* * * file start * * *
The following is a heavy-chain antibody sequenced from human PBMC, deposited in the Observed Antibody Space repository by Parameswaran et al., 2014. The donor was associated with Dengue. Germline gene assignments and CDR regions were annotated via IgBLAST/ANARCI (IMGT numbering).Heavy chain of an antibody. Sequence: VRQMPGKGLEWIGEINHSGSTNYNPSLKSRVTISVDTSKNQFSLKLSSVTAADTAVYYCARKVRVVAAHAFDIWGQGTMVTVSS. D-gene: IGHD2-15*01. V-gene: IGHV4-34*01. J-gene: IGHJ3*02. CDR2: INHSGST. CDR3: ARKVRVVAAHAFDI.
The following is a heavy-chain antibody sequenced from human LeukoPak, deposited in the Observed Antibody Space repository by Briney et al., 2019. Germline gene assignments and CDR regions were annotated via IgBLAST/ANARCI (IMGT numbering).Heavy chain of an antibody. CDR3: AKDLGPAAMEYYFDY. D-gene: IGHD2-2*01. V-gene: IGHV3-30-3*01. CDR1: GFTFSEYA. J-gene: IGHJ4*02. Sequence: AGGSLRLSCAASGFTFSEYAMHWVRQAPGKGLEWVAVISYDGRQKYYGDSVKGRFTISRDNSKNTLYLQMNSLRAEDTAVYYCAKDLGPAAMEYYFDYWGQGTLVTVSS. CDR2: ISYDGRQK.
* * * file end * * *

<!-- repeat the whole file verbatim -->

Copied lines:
The following is a heavy-chain antibody sequenced from human PBMC, deposited in the Observed Antibody Space repository by Parameswaran et al., 2014. The donor was associated with Dengue. Germline gene assignments and CDR regions were annotated via IgBLAST/ANARCI (IMGT numbering).Heavy chain of an antibody. Sequence: VRQMPGKGLEWIGEINHSGSTNYNPSLKSRVTISVDTSKNQFSLKLSSVTAADTAVYYCARKVRVVAAHAFDIWGQGTMVTVSS. D-gene: IGHD2-15*01. V-gene: IGHV4-34*01. J-gene: IGHJ3*02. CDR2: INHSGST. CDR3: ARKVRVVAAHAFDI.
The following is a heavy-chain antibody sequenced from human LeukoPak, deposited in the Observed Antibody Space repository by Briney et al., 2019. Germline gene assignments and CDR regions were annotated via IgBLAST/ANARCI (IMGT numbering).Heavy chain of an antibody. CDR3: AKDLGPAAMEYYFDY. D-gene: IGHD2-2*01. V-gene: IGHV3-30-3*01. CDR1: GFTFSEYA. J-gene: IGHJ4*02. Sequence: AGGSLRLSCAASGFTFSEYAMHWVRQAPGKGLEWVAVISYDGRQKYYGDSVKGRFTISRDNSKNTLYLQMNSLRAEDTAVYYCAKDLGPAAMEYYFDYWGQGTLVTVSS. CDR2: ISYDGRQK.